Features & Columns

Advice Goddess: Honesty Really
the Best Policy?

I have a close friend whose relationships always end badly. The new guy she's dating has a reputation as a user. My friend's very successful, and I believe he's dating her for her business contacts. I need to be honest with her about this. How should I do that—considering she falls in love hard and fast?—Caring Amiga

People will insist that they absolutely want you to be honest with them when they're doing anything stupid—and then immediately reward you for it by exiling you from Western society to live and herd goats with a Bedouin family.

Yes, even well-intentioned honesty is often counterproductive. This might be hard for you to swallow, considering how warning your friend about this guy probably seems like warning her that she's about to be hit by a bus. And sure, if that were the case, upon your "YO! WATCH OUT!" she'd whirl around and leap out of the way—not stand her ground and snap: "You dunno what you're talking about. Buses love me!"

Though it's hard to deny the existence of a 24-ton object hurtling toward us, seeing things accurately is not always the first order of the human perceptual system. In fact, evolutionary psychologist Martie Haselton explains that we seem to have evolved to make the least costly perceptual error in a situation—a subconscious calculation that sometimes leads to our over-perceiving or under-perceiving risks or opportunities. For example, in the physical risk domain, we are predisposed to over-perceive that stick in the rustling leaves as a snake because it's far more costly to die from a snake bite than to "die" of embarrassment when our peeps mock us for jumping out of our skin at a sinister-looking twig.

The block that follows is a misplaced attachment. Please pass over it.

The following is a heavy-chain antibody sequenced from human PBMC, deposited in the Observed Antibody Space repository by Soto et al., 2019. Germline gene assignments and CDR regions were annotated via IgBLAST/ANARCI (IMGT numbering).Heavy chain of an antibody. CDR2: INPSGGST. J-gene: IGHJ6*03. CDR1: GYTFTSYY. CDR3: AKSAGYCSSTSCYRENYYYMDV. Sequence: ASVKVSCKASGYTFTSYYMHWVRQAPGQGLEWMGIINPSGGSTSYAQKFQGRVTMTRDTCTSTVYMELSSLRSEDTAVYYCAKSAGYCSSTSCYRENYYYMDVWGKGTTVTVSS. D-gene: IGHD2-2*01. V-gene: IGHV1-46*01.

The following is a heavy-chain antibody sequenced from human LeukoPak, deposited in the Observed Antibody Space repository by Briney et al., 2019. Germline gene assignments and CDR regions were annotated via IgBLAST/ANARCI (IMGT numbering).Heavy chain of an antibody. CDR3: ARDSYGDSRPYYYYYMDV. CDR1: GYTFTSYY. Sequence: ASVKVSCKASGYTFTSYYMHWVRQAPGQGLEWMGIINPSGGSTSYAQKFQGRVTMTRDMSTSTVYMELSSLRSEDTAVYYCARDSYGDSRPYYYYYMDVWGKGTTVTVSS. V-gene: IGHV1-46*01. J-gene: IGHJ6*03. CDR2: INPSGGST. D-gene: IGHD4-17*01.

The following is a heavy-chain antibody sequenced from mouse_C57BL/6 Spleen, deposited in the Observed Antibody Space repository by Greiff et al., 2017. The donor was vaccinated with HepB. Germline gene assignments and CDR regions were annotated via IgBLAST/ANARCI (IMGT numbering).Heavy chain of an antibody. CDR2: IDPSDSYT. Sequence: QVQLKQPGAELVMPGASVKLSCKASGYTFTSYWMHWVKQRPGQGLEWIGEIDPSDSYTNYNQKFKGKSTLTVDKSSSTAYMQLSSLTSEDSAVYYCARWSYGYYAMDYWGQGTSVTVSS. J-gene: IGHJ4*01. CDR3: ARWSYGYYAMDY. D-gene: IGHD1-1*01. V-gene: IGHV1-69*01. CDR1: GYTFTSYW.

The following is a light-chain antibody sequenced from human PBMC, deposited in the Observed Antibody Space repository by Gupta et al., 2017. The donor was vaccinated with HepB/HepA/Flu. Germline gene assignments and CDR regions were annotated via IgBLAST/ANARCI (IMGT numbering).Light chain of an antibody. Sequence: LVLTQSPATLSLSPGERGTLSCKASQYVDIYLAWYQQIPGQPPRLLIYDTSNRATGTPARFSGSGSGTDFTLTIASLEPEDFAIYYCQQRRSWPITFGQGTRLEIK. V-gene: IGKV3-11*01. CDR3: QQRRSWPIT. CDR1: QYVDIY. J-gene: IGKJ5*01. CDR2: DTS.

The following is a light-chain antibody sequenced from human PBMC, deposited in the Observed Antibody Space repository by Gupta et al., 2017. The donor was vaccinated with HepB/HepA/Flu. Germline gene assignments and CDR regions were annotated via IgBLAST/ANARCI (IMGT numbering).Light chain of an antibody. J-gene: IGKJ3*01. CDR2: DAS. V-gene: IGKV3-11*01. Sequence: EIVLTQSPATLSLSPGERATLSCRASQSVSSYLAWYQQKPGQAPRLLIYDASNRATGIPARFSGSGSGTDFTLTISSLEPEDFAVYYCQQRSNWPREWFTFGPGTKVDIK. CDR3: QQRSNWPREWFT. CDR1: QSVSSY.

In relationships, social psychologist Garth Fletcher and his colleagues find that it's sometimes in our interest to err on the side of "positivity"—the rosy view—over "accuracy." (Love is blind versus love gets Lasik!) Whether positivity or accuracy is active is context-dependent, meaning it's determined by our situation. So, for example, when you're in no rush to settle down, positivity vision prevails.

Unfortunately, your even hinting that this guy may have ulterior motives is likely to make your friend snarlingly defensive, which is to say she may end up throwing somebody out of her life, and it probably won't be him. Of course, it's possible that you're wrong about the guy. Regardless, per the Fletcher team's finding, your friend's being able to see anything beyond how dreamypants he is may be driven by context—like when maintaining the rosy view would prove fatal to her achieving some essential goal.

I'm a single guy, and I just never know how to start conversations with girls. I have a sense of humor, but I'm bad at coming up with funny lines on the fly. I've thought of using a "line," but if I were a girl, hearing one would just make me annoyed. Do you have any advice on good conversation starters?—Speechless

There's a reason the line from that chick flick is "You had me at hello" and not "You had me at 'Those jugs yours?'"

Granted, it's better if you can be funny when hitting on girls. Evolutionary psychologist Geoffrey Miller believes "humor production ability" is a "hard-to-fake" sign of intelligence in a potential partner. Research by Miller and others suggests he's right about finding correlations between humor and "verbal creativity" and intelligence. But note "hard-to-fake." Trying to be funny when you aren't all that funny is about as successful a tactic as trying to remove someone's appendix when you aren't really a doctor.

However, even if you aren't naturally funny, what you can be is genuine. To do this, just say something—perhaps about something in the environment. Ask about that book she's carrying or whether she's survived the vegan Reuben. Maybe comment on the attire of the two armed men running out of the place with a bag of money. Just saying something is basically like opening a tiny door to see whether anything's behind it. If a woman finds you attractive, she'll pick up and respond—and probably not by announcing that if you were the last man on earth, she'd develop a sexual attraction to trees.